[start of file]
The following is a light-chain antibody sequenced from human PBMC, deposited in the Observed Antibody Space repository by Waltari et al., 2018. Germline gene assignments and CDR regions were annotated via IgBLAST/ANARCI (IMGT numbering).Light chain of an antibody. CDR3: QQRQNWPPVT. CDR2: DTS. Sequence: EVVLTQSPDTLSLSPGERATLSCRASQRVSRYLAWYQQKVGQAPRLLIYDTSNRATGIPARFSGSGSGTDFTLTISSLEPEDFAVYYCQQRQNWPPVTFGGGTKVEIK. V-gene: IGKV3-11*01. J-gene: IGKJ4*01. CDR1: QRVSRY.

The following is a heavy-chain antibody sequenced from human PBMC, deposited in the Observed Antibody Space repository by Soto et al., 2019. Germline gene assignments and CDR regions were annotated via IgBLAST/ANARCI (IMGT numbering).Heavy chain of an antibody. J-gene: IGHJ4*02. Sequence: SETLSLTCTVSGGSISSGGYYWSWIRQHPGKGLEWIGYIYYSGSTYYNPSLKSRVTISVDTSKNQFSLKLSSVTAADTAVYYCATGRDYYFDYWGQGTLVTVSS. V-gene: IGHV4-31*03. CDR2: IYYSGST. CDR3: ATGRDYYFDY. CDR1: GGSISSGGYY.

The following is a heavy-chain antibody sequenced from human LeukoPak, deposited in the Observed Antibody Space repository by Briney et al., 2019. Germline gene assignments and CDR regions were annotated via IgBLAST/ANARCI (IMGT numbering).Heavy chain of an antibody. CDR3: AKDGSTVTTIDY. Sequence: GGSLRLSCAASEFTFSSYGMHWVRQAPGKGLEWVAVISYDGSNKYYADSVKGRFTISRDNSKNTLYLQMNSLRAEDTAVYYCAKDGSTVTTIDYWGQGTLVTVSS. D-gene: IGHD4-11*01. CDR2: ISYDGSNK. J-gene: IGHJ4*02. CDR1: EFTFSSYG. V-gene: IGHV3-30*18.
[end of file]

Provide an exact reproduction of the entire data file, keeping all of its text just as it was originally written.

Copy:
The following is a light-chain antibody sequenced from human PBMC, deposited in the Observed Antibody Space repository by Waltari et al., 2018. Germline gene assignments and CDR regions were annotated via IgBLAST/ANARCI (IMGT numbering).Light chain of an antibody. CDR3: QQRQNWPPVT. CDR2: DTS. Sequence: EVVLTQSPDTLSLSPGERATLSCRASQRVSRYLAWYQQKVGQAPRLLIYDTSNRATGIPARFSGSGSGTDFTLTISSLEPEDFAVYYCQQRQNWPPVTFGGGTKVEIK. V-gene: IGKV3-11*01. J-gene: IGKJ4*01. CDR1: QRVSRY.

The following is a heavy-chain antibody sequenced from human PBMC, deposited in the Observed Antibody Space repository by Soto et al., 2019. Germline gene assignments and CDR regions were annotated via IgBLAST/ANARCI (IMGT numbering).Heavy chain of an antibody. J-gene: IGHJ4*02. Sequence: SETLSLTCTVSGGSISSGGYYWSWIRQHPGKGLEWIGYIYYSGSTYYNPSLKSRVTISVDTSKNQFSLKLSSVTAADTAVYYCATGRDYYFDYWGQGTLVTVSS. V-gene: IGHV4-31*03. CDR2: IYYSGST. CDR3: ATGRDYYFDY. CDR1: GGSISSGGYY.

The following is a heavy-chain antibody sequenced from human LeukoPak, deposited in the Observed Antibody Space repository by Briney et al., 2019. Germline gene assignments and CDR regions were annotated via IgBLAST/ANARCI (IMGT numbering).Heavy chain of an antibody. CDR3: AKDGSTVTTIDY. Sequence: GGSLRLSCAASEFTFSSYGMHWVRQAPGKGLEWVAVISYDGSNKYYADSVKGRFTISRDNSKNTLYLQMNSLRAEDTAVYYCAKDGSTVTTIDYWGQGTLVTVSS. D-gene: IGHD4-11*01. CDR2: ISYDGSNK. J-gene: IGHJ4*02. CDR1: EFTFSSYG. V-gene: IGHV3-30*18.